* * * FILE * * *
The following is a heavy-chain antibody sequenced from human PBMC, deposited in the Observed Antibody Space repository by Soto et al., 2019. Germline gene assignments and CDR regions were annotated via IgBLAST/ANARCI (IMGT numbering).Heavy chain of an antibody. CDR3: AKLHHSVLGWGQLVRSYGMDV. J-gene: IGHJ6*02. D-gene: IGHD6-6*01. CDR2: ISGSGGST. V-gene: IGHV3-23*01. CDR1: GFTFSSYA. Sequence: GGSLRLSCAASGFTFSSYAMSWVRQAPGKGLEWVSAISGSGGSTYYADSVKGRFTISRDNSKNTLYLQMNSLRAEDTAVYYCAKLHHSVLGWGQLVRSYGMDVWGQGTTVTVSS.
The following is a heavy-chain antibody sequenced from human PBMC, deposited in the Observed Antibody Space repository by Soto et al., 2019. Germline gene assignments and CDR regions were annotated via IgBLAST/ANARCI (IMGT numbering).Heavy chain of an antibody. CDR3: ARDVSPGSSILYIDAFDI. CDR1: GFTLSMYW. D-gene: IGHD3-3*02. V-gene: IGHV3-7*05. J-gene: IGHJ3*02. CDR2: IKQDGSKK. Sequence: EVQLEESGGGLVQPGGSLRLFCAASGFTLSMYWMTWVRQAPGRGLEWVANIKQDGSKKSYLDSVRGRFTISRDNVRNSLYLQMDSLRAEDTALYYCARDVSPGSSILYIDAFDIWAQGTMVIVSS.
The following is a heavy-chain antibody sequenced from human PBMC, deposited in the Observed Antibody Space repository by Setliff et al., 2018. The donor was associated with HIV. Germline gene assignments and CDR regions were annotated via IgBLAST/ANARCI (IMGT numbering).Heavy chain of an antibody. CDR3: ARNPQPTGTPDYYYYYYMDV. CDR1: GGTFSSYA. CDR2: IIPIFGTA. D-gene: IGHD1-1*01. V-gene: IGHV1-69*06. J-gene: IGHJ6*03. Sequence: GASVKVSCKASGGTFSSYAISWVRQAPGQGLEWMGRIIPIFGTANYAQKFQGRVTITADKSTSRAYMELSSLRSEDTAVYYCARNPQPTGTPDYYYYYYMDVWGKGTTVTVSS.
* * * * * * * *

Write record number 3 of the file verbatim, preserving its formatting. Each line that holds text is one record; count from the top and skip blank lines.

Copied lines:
The following is a heavy-chain antibody sequenced from human PBMC, deposited in the Observed Antibody Space repository by Setliff et al., 2018. The donor was associated with HIV. Germline gene assignments and CDR regions were annotated via IgBLAST/ANARCI (IMGT numbering).Heavy chain of an antibody. CDR3: ARNPQPTGTPDYYYYYYMDV. CDR1: GGTFSSYA. CDR2: IIPIFGTA. D-gene: IGHD1-1*01. V-gene: IGHV1-69*06. J-gene: IGHJ6*03. Sequence: GASVKVSCKASGGTFSSYAISWVRQAPGQGLEWMGRIIPIFGTANYAQKFQGRVTITADKSTSRAYMELSSLRSEDTAVYYCARNPQPTGTPDYYYYYYMDVWGKGTTVTVSS.